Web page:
Sher­iff thanks Ala. sus­pect for ‘tak­ing care of our boy’

Ef­fort to free 5-year-old was con­tin­u­ing at Mid­land City bunker

The Washington Post Sunday - - POLITICS & THE NATION - BY MELISSA NEL­SON- GABRIEL AND JAY REEVES — As­so­ci­ated Press

mid­land city, ala. — Au­thor­i­ties said Satur­day that they still have an open line of com­mu­ni­ca­tion with an Alabama man ac­cused of ab­duct­ing a 5-year-old boy and hold­ing him hostage in a bunker, and they thanked the sus­pect for tak­ing care of the child as the stand­off marked its fifth day.

Dale County Sher­iff Wally Ol­son said in a brief­ing with re­porters that Jimmy Lee Dykes had told au­thor­i­ties that he has blan­kets and an elec­tric heater in the bunker. Ol­son said Dykes al­lowed au­thor­i­ties to de­liver col­or­ing books, med­i­ca­tion and toys for the boy.

“I want to thank him for tak­ing care of our boy,” Ol­son said. “That’s very im­por­tant.”

Au­thor­i­ties say Dykes fa­tally shot a school bus driver Tues­day and took the boy to the un­der­ground bunker, which he built on his prop­erty in ru­ral Mid­land City.

Ol­son would not say whether Dykes had made any de­mands. Ol­son added that he is lim­ited in the de­tails he can re­lease.

FBI spokesman Ja­son Pack said

“I be­lieve he wants to rant and rave about pol­i­tics and government. He’s very con­cerned about his prop­erty. He doesn’t want his stuff messed with.”

Michael Creel, a neigh­bor of ab­duc­tion sus­pect Jimmy Lee Dykes

Satur­day that of­fi­cials were work­ing to es­tab­lish a com­mand cen­ter near the bunker.

Ne­go­tia­tors were still try­ing Satur­day to per­suade Dykes to sur­ren­der.

Po­lice were mostly stay­ing mum about the del­i­cate ne­go­ti­a­tions, but neigh­bors tried to fill in the blanks about Dykes, a Viet­nam-era veteran de­scribed by some as a men­ac­ing fig­ure with anti-government views.

One of Dykes’s next-door neigh­bors said the sus­pect spent two or three months con­struct­ing the bunker, dig­ging sev­eral feet into the ground and then build­ing a struc­ture of lum­ber and ply­wood, which he cov­ered with sand and dirt.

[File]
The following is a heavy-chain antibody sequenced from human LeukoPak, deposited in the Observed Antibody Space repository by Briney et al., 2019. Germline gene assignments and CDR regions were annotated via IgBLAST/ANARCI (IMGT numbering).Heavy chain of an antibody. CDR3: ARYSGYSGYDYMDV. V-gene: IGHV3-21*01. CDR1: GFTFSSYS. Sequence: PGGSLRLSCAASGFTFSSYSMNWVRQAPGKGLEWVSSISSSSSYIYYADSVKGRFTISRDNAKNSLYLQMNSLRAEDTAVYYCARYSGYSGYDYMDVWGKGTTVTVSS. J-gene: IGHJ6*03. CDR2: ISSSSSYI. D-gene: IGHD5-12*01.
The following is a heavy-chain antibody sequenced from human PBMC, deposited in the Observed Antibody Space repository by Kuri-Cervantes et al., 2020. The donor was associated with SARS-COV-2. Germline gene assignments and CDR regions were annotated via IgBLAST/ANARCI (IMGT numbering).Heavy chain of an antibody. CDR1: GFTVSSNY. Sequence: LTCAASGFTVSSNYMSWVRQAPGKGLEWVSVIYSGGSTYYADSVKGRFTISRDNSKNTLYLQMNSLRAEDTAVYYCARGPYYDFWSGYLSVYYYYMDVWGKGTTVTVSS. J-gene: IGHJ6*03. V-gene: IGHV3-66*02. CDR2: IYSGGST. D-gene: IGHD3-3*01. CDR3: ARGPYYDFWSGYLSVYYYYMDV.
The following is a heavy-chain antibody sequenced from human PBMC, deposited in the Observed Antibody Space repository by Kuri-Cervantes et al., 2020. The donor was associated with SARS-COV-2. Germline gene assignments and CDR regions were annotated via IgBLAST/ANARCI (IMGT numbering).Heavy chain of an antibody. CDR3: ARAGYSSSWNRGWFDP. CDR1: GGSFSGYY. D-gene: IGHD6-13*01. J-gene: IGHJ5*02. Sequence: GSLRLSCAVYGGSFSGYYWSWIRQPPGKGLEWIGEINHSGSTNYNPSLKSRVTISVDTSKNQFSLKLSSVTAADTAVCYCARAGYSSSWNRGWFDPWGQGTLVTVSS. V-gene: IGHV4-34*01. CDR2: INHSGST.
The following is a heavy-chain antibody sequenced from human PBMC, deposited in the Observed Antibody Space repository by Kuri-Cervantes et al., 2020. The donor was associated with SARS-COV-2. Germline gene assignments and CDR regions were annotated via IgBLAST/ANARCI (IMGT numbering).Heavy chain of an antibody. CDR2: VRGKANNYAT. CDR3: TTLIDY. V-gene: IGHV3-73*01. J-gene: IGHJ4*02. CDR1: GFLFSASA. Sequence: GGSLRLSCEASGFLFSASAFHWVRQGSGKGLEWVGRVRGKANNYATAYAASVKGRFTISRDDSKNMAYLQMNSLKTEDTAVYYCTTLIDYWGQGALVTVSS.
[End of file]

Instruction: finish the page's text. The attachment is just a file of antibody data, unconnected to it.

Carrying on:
One neigh­bor, Michael Creel, said Dykes put plas­tic pipe un­der­ground from the bunker to the end of his drive­way so he could hear if any­one drove up to his gate. When Dykes fin­ished the shel­ter, a year or so ago, he in­vited Creel to see it — and Creel did.

“He was brag­ging about it. He said, ‘Come check it out,’ ” Creel said.

He said he be­lieves that Dykes’s goal in the stand­off is to pub­li­cize his po­lit­i­cal be­liefs.

“I be­lieve he wants to rant and rave about pol­i­tics and government,” Creel said. “He’s very con­cerned about his prop­erty. He doesn’t want his stuff messed with.”

Po­lice have used a PVC ven­ti­la­tion pipe for the bunker to talk to the man and de­liver med­i­ca­tion for the boy’s devel­op­ment and be­hav­ioral dis­or­ders, but they have not re­vealed how of­ten they are in touch or what the con­ver­sa­tions have been about. Au­thor­i­ties waited un­til Fri­day to con­firm the sus­pect’s iden­tity.

Although much of what is go­ing on in the bunker re­mains a mys­tery, lo­cal of­fi­cials who have spo­ken to po­lice or the boy’s fam­ily have de­scribed a small room with food, elec­tric­ity and a TV. An of­fi­cial said the boy has been cry­ing for his par­ents.

Po­lice have de­scribed the bunker as about four feet un­der­ground, with about six feet by eight feet of floor space.

Mean­while, Mid­land City res­i­dents held out hope that the stand­off would end safely and grieved for the slain bus driver and his fam­ily. Can­dle­light vig­ils have been held nightly at a gazebo in front of City Hall. Res­i­dents prayed, sang songs such as “Amaz­ing Grace” and nailed home­made wooden crosses on the gazebo’s rail­ings, along­side signs that read, “We are pray­ing for you.”

“We’re do­ing any lit­tle thing that helps show sup­port for him,” said 15-year-old Tay­lor Ed­wards.

At a brief news con­fer­ence Fri­day to re­lease a photo of Dykes, po­lice brushed off ques­tions about pos­si­ble charges. “It’s way too early for that,” said Kevin Cook, a spokesman for Alabama state troop­ers.

State Rep. Steve Clouse (R), who rep­re­sents the Mid­land City area, said that he vis­ited the boy’s moth- er and that she is “hang­ing on by a thread.” Clouse said the mother told him that the boy has Asperger’s syn­drome and at­ten­tion deficit hyper­ac­tiv­ity dis­or­der.

Neigh­bors said Dykes was eas­ily an­gered and once beat a dog to death with a lead pipe, threat­ened to shoot chil­dren for set­ting foot on his prop­erty and pa­trolled his yard at night with a flash­light and a firearm.

He was in the Navy from 1964 to 1969 and served some time in Ja­pan, ac­cord­ing to mil­i­tary records.

Au­thor­i­ties said Dykes boarded a stopped school bus car­ry­ing 21 chil­dren Tues­day af­ter­noon and told the driver that he wanted two boys, 6 to 8 years old. When the driver tried to block his way, the gun­man shot him sev­eral times and took the 5-year-old boy.

Res­i­dents say the bus driver, Charles Al­bert Poland Jr., 66, was a hero who gave his life to pro­tect the chil­dren on his bus.

Dykes had been sched­uled to ap­pear in court Wed­nes­day to an­swer charges that he shot at neigh- bors in a dis­pute last month over a speed bump.

One of the neigh­bors, Clau­dia Davis, said he yelled and fired shots at her and her fam­ily over dam­age that he claimed their pickup truck did to a makeshift speed bump in the dirt road. No one was hurt. As­so­ci­ated Press writ­ers Eric Tucker in Washington, Ta­mara Lush and Phillip Rawls in Mid­land City and Bob John­son in Mont­gomery, Ala., and AP re­searcher Rhonda Shafner in New York contributed to this report.


Trooper Kevin Cook is sur­rounded by jour­nal­ists in Mid­land City. Au­thor­i­ties weren’t say­ing much about their talks with the sus­pect.

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